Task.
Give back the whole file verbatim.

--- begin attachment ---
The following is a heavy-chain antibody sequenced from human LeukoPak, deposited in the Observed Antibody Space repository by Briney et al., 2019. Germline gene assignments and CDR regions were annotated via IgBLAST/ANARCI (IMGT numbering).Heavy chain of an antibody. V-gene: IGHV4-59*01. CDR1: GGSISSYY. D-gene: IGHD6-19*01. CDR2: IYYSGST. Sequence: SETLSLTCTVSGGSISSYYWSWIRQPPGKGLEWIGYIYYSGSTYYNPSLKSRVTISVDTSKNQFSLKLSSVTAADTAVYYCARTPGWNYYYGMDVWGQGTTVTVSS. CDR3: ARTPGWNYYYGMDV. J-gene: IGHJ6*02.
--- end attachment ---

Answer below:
The following is a heavy-chain antibody sequenced from human LeukoPak, deposited in the Observed Antibody Space repository by Briney et al., 2019. Germline gene assignments and CDR regions were annotated via IgBLAST/ANARCI (IMGT numbering).Heavy chain of an antibody. V-gene: IGHV4-59*01. CDR1: GGSISSYY. D-gene: IGHD6-19*01. CDR2: IYYSGST. Sequence: SETLSLTCTVSGGSISSYYWSWIRQPPGKGLEWIGYIYYSGSTYYNPSLKSRVTISVDTSKNQFSLKLSSVTAADTAVYYCARTPGWNYYYGMDVWGQGTTVTVSS. CDR3: ARTPGWNYYYGMDV. J-gene: IGHJ6*02.